In welcoming Charles Jeffress, the Chair thanked the Assistant Secretary of OSHA for always being cooperative and making himself available to the committee. Jeffress summarized the Congressional budget activity related to OSHA saying that the Senate committee had endorsed the President's Budget and authorized an additional $44 million for OSHA whereas the House committee had recommended freezing OSHA at this year's level in addition to transferring $1.7 million from Federal enforcement to fund a public sector enforcement program in New Jersey. He mentioned that there was a rider on the House bill that would prohibit OSHA from spending any money to implement, develop or enforce an ergonomics rule. He said there was no rider yet on the Senate bill but would not predict what might happen on the Senate floor. Jeffress added that in addition to appropriations activity, there was a fair amount of oversight activity going on that was taking a significant amount of staff time. He cited Rep. McIntosh's request for all information related to the use of contractors in the development of the ergonomics standard in an effort to determine whether OSHA had used contractors in work that should have been done by Federal employees while, at the same time, other Congressional committees were studying how more government work could be given to private contractors. He added that many hours of high level staff time were being consumed by these requests and said that Congressional committees had also gone directly to contractors and asked them to furnish all related drafts, correspondence, data and reports on all of the scenarios they may have researched. He expressed concern that in the future it may become difficult for OSHA to find contractors willing to undergo this sort of interrogation. Jeffress said that, in addition to Rep. McIntosh's requests, Senator Bond has asked the Inspector General to look into the use of contractors and Representative Bono has asked the General Accounting Office to look at the procedures used in the ergonomics hearings. In covering agency standards development activities, Jeffress said that the regular hearings on the ergonomics proposal had been concluded but that an additional hearing had been scheduled for July 7 for comment on the economic analysis in relation to the post office, state and local government and a few railroad workers. He added that although the post hearing comment period ends August 10, analysis of the record is an ongoing process and that about 30 people are involved. Jeffress said that the recordkeeping rule was being reviewed within the agency and that three other rules (personal protective equipment payment, tuberculosis and steel erection) were on track and were expected to be published this year as well. With regard to outreach activities, Jeffress said that OSHA had launched the Worker Home Page on the Internet in April which both provides information and allows workers to file complaints electronically. He said that OSHA had also developed and distributed a fact sheet on taxi driver fatalities and held a small business conference. In a final comment, A/S Jeffress said that with respect to enforcement activities, OSHA was actually ahead in the number of inspections that they had hoped to conduct by this point in the year.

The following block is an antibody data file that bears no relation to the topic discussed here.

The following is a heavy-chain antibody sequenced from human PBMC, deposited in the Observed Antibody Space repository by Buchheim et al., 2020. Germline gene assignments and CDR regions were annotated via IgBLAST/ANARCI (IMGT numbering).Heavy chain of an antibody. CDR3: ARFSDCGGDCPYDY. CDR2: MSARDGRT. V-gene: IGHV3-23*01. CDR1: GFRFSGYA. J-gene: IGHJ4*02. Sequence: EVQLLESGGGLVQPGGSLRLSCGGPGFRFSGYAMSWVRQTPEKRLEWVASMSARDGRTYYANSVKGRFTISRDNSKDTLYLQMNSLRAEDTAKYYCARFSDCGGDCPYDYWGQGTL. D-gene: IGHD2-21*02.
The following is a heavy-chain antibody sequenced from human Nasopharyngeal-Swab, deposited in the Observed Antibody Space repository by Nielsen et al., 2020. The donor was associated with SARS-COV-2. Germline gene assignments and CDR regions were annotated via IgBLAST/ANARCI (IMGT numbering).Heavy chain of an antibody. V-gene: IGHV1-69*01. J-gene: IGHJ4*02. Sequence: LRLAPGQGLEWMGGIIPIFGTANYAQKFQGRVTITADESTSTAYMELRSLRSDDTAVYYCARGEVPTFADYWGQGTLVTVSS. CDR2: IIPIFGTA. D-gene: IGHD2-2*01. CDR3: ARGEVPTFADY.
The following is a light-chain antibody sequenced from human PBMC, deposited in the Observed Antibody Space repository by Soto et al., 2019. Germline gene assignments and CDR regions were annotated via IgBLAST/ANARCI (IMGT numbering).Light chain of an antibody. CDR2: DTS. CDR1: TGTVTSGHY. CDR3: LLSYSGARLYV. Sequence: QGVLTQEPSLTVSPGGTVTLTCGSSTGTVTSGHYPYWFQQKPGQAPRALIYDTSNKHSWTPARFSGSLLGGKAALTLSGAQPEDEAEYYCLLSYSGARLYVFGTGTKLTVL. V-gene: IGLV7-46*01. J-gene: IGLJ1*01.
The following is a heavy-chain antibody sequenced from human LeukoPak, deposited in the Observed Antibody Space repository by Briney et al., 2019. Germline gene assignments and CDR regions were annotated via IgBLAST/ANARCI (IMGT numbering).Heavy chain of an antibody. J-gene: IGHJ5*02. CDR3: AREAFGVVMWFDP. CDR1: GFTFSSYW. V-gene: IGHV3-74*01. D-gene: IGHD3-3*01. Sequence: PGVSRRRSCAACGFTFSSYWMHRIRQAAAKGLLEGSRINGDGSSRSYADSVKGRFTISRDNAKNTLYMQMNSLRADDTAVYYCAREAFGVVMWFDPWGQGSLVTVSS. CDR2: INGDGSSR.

Dr. Linda Rosenstock, Director of the National Institute for Occupational Safety and Health (NIOSH), began her overview of NIOSH activities by mentioning the recent reorganization which produced a new Division of Applied Research and Technology based in Cincinnati and a reorganization of activities at the Headquarters level. She said that, with the retirement of Deputy Brian Hardin, NIOSH had decided to create an additional Deputy position with one being designated the Deputy Director for Management to be located in Atlanta and the other to be designated the Deputy Director for Programs to be located in Washington, D.C. This change is designed to optimize NIOSH functioning which involves working out of six cities with headquarters in two different locations. With regard to appropriations activities, Rosenstock said that NIOSH did no better than OSHA in the House ($5 million below the President's request) which was especially disappointing because the Center for Disease Control (CDC) was given an overall increase of approximately $200 million. They fared better in the Senate with a recommended $8 million increase, which was $3 million over that recommended by the President. She mentioned that NIOSH was participating in a June 15-16 conference in Washington, D.C., that would take a comprehensive international look at the disparity in smoking among different working populations, the combination of smoking with other hazardous workplace exposures, and the impact on their families and coworkers. Rosenstock also mentioned that NIOSH was doing a follow-up "best practices" conference in Pittsburgh in October with the Agency for Health Care Research and Quality, OSHA and the VA. This conference is planned to overlap with the Second International Occupational Injury Research Symposium also being held in Pittsburgh in October. Further into the future, the mid-course NORA Symposium 2001 has been scheduled for June 27 in Washington, D.C. Rosenstock said that this would represent the five year mark and highlight what progress they have made and whether they need to do any mid-course corrections in the goals, directions and tracking of NORA. She said that the NORA yearly update would soon be available. In closing, Rosenstock expressed her disappointment that resources for safety and health professional training had been stagnant for nearly 20 years and were roughly 40% behind 1980 inflation adjusted dollars compared to the budget overall which is down about 20%. She added that the only new investment had been in the FY 2000 appropriation for a new Education and Resource Center (ERC) which had been awarded to the Hartman Center for Occupational Safety and Health at the University of Iowa.